23 1/2 Hours
Old 01-13-2012, 12:41 PM   #1 (permalink)
landry fields forever

Administrator

 
Acie's Avatar
 
Join Date: Dec 2007
Location: Living in a van down by the river
Posts: 21,648
Representing:
Default 23 1/2 Hours

Acie is offline   Boss Key Wife Key Reply With Quote
Old 01-13-2012, 03:25 PM   #2 (permalink)
LX
present minded

In the Paint


 
LX's Avatar
 
Join Date: Dec 2007
Location: Toronto
Posts: 27,937
Representing:
Default

I've seen a few video lectures animated like this. I could sit and watch them all day.
LX is online now   Boss Key Wife Key Reply With Quote
Old 01-14-2012, 12:43 AM   #3 (permalink)
DVS
in la la land

I'm stuck being a Rap Fan
 
DVS's Avatar
 
Join Date: Nov 2008
Location: Its jeffb's world we just post in it
Posts: 6,011
Representing:
Default

Very nice. I think I'll be going out for a walk now
DVS is offline   Boss Key Wife Key Reply With Quote
Old 01-19-2012, 08:17 PM   #4 (permalink)
LX
present minded

In the Paint


 
LX's Avatar
 
Join Date: Dec 2007
Location: Toronto
Posts: 27,937
Representing:
Default

I just read this in the Economist.

Exercise and longevity: Worth all the sweat | The Economist

Quote:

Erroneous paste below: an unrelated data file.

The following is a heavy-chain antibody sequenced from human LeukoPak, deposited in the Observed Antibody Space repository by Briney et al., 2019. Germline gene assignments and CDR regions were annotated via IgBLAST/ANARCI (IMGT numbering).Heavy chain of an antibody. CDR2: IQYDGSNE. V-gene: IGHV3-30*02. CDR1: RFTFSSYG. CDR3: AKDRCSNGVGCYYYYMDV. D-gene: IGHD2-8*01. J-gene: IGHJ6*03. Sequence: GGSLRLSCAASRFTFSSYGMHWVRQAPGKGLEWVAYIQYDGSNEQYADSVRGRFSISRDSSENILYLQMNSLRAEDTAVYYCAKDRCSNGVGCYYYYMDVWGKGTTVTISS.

ONE sure giveaway of quack medicine is the claim that a product can treat any ailment. There are, sadly, no panaceas. But some things come close, and exercise is one of them. As doctors never tire of reminding people, exercise protects against a host of illnesses, from heart attacks and dementia to diabetes and infection.

How it does so, however, remains surprisingly mysterious. But a paper just published in Nature by Beth Levine of the University of Texas Southwestern Medical Centre and her colleagues sheds some light on the matter.

Dr Levine and her team were testing a theory that exercise works its magic, at least in part, by promoting autophagy. This process, whose name is derived from the Greek for “self-eating”, is a mechanism by which surplus, worn-out or malformed proteins and other cellular components are broken up for scrap and recycled.

To carry out the test, Dr Levine turned to those stalwarts of medical research, genetically modified mice. Her first batch of rodents were tweaked so that their autophagosomes—structures that form around components which have been marked for recycling—glowed green. After these mice had spent half an hour on a treadmill, she found that the number of autophagosomes in their muscles had increased, and it went on increasing until they had been running for 80 minutes.

To find out what, if anything, this exercise-boosted autophagy was doing for mice, the team engineered a second strain that was unable to respond this way. Exercise, in other words, failed to stimulate their recycling mechanism. When this second group of modified mice were tested alongside ordinary ones, they showed less endurance and had less ability to take up sugar from their bloodstreams.